An absolutely simple & terse CLI app to manipulate JSON data
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README.md

jsn

jsn (pronunciation: json) - an absolutely simple & terse CLI app to manipulate JSON data. You either learn to use it in less than 10 minutes, or I failed.

Goals:

  1. As terse, simple and mnemonic as possible, so that you can learn the core functionality in 10 minutes.
  2. Once you learn it, you can instantly use it efficiently - out-of-box experience thanks to the sane defaults.
  3. The less features, the better. Unless requested features are proven to have a common application.
  4. Good at one thing - JSON data manipulation. No stuff like mathematical operations, as there are better tools for it. Prioritize performance, perfect error handling and usability with other apps over new features.

So, what is it actually good at?

  • doing quick modifications to JSON files from command line - it's great for configuration files like package.json, where all you want to do is insert/remove/change a small portion of an already big and complexed (in terms of structure) file
  • general operations on JSON data, thanks to its streaming interface - you can combine (pipe) it with other apps for unlimited possibilites - it's quite fast too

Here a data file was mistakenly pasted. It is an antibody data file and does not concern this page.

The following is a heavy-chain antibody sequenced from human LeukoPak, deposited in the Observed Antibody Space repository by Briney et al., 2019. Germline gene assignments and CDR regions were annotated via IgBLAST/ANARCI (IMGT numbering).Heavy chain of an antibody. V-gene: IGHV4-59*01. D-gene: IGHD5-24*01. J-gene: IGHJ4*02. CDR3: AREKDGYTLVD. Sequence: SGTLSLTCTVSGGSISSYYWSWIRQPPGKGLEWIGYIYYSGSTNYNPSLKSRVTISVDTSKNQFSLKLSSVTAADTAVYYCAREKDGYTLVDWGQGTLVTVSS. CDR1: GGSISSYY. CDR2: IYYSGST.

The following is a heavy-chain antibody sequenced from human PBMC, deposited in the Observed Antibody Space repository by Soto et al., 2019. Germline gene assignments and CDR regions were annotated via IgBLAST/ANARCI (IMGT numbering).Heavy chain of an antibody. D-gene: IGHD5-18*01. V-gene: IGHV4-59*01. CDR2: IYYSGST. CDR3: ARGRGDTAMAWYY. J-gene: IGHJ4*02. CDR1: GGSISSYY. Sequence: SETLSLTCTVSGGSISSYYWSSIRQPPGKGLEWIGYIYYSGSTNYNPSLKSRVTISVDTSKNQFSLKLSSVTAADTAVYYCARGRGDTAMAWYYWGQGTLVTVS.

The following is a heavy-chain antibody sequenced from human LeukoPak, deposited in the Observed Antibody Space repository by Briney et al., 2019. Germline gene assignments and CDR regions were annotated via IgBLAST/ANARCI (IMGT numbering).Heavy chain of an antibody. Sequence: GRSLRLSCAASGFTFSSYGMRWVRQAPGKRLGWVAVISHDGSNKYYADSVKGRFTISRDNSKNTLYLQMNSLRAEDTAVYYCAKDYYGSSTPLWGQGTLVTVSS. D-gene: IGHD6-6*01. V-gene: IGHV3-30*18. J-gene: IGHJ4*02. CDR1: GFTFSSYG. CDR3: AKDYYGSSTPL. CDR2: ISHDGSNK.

Start

Download: there are binaries available for macOS and Ubuntu. I did not test any other platform yet.

To get started, complete this short tutorial. Run jsn -h for additional help.

Learn it in 10 minutes

Firstly, let's define 2 terms which are used across this project to keep things simple:

  • member - an element of JSON array or a value of JSON object
  • key - an index of JSON array or a key of JSON object

A list of keys forms a path to access a member.

jsn has commands, options and flags. Each of them is always denoted by one letter.

Every command consumes a JSON input to perform some manipulations on it and produces a JSON output.

By default, input is read from stdin and output is written to stdout. You can also use these options to change it:

  • -f FILE to read input from a file named FILE
  • -i FILE to perform an in-place edit - read input from FILE and write output to it

Ok, let's run our first command. Consider a file called file.json:

{
  "data": {
    "numbers": [0, 1, 2]
  }
}